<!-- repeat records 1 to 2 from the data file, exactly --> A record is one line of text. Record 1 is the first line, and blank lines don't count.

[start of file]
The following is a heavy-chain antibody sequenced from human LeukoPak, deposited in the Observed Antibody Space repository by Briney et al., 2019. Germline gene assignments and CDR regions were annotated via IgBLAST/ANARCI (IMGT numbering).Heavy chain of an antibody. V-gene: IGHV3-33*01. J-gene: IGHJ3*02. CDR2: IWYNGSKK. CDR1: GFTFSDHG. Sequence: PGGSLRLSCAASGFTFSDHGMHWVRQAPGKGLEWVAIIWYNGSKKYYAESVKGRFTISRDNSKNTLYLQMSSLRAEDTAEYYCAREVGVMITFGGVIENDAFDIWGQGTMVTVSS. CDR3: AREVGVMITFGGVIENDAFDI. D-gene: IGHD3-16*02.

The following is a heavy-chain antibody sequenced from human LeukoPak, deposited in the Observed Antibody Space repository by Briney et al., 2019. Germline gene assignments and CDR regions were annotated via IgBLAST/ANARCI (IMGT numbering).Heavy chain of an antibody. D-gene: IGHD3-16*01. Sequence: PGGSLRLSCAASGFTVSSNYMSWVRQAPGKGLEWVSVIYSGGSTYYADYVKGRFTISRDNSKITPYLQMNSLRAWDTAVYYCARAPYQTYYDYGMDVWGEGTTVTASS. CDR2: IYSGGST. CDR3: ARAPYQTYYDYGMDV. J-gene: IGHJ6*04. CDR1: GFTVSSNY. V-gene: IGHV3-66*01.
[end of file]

The following is a heavy-chain antibody sequenced from human LeukoPak, deposited in the Observed Antibody Space repository by Briney et al., 2019. Germline gene assignments and CDR regions were annotated via IgBLAST/ANARCI (IMGT numbering).Heavy chain of an antibody. V-gene: IGHV3-33*01. J-gene: IGHJ3*02. CDR2: IWYNGSKK. CDR1: GFTFSDHG. Sequence: PGGSLRLSCAASGFTFSDHGMHWVRQAPGKGLEWVAIIWYNGSKKYYAESVKGRFTISRDNSKNTLYLQMSSLRAEDTAEYYCAREVGVMITFGGVIENDAFDIWGQGTMVTVSS. CDR3: AREVGVMITFGGVIENDAFDI. D-gene: IGHD3-16*02.

The following is a heavy-chain antibody sequenced from human LeukoPak, deposited in the Observed Antibody Space repository by Briney et al., 2019. Germline gene assignments and CDR regions were annotated via IgBLAST/ANARCI (IMGT numbering).Heavy chain of an antibody. D-gene: IGHD3-16*01. Sequence: PGGSLRLSCAASGFTVSSNYMSWVRQAPGKGLEWVSVIYSGGSTYYADYVKGRFTISRDNSKITPYLQMNSLRAWDTAVYYCARAPYQTYYDYGMDVWGEGTTVTASS. CDR2: IYSGGST. CDR3: ARAPYQTYYDYGMDV. J-gene: IGHJ6*04. CDR1: GFTVSSNY. V-gene: IGHV3-66*01.